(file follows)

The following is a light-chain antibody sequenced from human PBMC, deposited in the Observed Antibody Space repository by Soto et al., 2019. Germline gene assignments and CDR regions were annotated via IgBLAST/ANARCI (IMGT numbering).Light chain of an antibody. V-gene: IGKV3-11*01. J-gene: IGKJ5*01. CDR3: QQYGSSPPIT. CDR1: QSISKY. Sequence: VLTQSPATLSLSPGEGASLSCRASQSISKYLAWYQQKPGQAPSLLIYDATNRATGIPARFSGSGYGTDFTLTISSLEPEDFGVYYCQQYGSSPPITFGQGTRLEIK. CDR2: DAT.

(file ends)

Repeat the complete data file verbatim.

The following is a light-chain antibody sequenced from human PBMC, deposited in the Observed Antibody Space repository by Soto et al., 2019. Germline gene assignments and CDR regions were annotated via IgBLAST/ANARCI (IMGT numbering).Light chain of an antibody. V-gene: IGKV3-11*01. J-gene: IGKJ5*01. CDR3: QQYGSSPPIT. CDR1: QSISKY. Sequence: VLTQSPATLSLSPGEGASLSCRASQSISKYLAWYQQKPGQAPSLLIYDATNRATGIPARFSGSGYGTDFTLTISSLEPEDFGVYYCQQYGSSPPITFGQGTRLEIK. CDR2: DAT.